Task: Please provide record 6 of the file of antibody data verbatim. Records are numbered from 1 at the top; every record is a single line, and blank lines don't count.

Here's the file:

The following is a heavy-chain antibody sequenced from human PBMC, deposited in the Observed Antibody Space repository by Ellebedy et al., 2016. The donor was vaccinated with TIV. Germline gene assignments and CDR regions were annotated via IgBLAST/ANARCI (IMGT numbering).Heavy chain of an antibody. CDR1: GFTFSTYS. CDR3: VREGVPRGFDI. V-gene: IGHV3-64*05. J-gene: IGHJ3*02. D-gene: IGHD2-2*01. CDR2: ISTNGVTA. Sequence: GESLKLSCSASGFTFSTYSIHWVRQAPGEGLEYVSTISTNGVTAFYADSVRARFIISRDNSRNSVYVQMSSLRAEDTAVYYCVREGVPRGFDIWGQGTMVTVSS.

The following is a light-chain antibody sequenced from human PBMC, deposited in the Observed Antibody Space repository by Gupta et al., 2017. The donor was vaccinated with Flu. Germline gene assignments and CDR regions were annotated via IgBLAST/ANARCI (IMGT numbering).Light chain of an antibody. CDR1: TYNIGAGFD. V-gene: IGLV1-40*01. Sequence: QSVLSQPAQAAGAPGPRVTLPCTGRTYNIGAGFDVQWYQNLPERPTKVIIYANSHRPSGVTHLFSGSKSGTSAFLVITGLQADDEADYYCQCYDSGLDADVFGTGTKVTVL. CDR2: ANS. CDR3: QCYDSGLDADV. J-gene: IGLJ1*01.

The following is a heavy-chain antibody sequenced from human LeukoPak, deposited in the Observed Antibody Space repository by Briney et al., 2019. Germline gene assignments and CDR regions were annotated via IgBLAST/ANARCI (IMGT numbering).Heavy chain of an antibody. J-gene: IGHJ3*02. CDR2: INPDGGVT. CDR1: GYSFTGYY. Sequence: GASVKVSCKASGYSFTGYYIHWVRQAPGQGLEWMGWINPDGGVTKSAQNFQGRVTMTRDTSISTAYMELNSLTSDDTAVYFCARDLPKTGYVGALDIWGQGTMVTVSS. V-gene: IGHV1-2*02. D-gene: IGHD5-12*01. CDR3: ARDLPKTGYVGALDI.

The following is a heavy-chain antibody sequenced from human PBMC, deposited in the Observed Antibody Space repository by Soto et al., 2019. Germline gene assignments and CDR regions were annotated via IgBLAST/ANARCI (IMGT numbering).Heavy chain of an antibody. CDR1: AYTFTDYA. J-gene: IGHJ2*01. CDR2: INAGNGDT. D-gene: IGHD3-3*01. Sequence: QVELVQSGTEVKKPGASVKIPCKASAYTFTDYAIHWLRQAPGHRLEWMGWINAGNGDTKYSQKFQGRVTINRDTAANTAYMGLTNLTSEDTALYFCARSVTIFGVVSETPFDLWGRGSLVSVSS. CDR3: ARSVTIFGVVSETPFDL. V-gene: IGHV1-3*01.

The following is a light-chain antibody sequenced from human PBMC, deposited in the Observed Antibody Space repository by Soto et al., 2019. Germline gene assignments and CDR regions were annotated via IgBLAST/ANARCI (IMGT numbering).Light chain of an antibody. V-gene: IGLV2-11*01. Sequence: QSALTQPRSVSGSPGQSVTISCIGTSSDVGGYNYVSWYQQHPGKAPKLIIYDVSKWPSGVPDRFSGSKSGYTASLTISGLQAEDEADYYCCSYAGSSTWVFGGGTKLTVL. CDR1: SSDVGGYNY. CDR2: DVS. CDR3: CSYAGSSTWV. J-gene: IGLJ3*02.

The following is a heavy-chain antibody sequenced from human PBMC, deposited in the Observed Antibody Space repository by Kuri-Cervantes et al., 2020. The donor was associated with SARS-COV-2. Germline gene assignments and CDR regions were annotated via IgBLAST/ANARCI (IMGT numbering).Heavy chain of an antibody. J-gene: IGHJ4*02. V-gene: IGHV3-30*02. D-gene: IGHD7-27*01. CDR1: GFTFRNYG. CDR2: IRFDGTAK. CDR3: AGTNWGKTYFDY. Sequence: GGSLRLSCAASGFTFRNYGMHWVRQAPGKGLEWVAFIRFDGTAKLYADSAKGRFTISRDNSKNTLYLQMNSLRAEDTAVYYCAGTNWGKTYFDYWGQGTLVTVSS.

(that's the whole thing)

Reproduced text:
The following is a heavy-chain antibody sequenced from human PBMC, deposited in the Observed Antibody Space repository by Kuri-Cervantes et al., 2020. The donor was associated with SARS-COV-2. Germline gene assignments and CDR regions were annotated via IgBLAST/ANARCI (IMGT numbering).Heavy chain of an antibody. J-gene: IGHJ4*02. V-gene: IGHV3-30*02. D-gene: IGHD7-27*01. CDR1: GFTFRNYG. CDR2: IRFDGTAK. CDR3: AGTNWGKTYFDY. Sequence: GGSLRLSCAASGFTFRNYGMHWVRQAPGKGLEWVAFIRFDGTAKLYADSAKGRFTISRDNSKNTLYLQMNSLRAEDTAVYYCAGTNWGKTYFDYWGQGTLVTVSS.